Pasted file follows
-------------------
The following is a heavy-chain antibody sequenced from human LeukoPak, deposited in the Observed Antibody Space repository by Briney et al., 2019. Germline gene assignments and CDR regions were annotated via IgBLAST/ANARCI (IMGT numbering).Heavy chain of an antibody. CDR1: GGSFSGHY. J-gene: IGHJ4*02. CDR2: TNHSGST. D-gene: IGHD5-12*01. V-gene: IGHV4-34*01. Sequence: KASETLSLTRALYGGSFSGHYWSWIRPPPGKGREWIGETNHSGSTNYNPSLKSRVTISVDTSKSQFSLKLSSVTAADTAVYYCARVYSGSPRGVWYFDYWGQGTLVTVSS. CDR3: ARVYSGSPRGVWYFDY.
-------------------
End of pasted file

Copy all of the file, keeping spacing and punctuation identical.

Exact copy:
The following is a heavy-chain antibody sequenced from human LeukoPak, deposited in the Observed Antibody Space repository by Briney et al., 2019. Germline gene assignments and CDR regions were annotated via IgBLAST/ANARCI (IMGT numbering).Heavy chain of an antibody. CDR1: GGSFSGHY. J-gene: IGHJ4*02. CDR2: TNHSGST. D-gene: IGHD5-12*01. V-gene: IGHV4-34*01. Sequence: KASETLSLTRALYGGSFSGHYWSWIRPPPGKGREWIGETNHSGSTNYNPSLKSRVTISVDTSKSQFSLKLSSVTAADTAVYYCARVYSGSPRGVWYFDYWGQGTLVTVSS. CDR3: ARVYSGSPRGVWYFDY.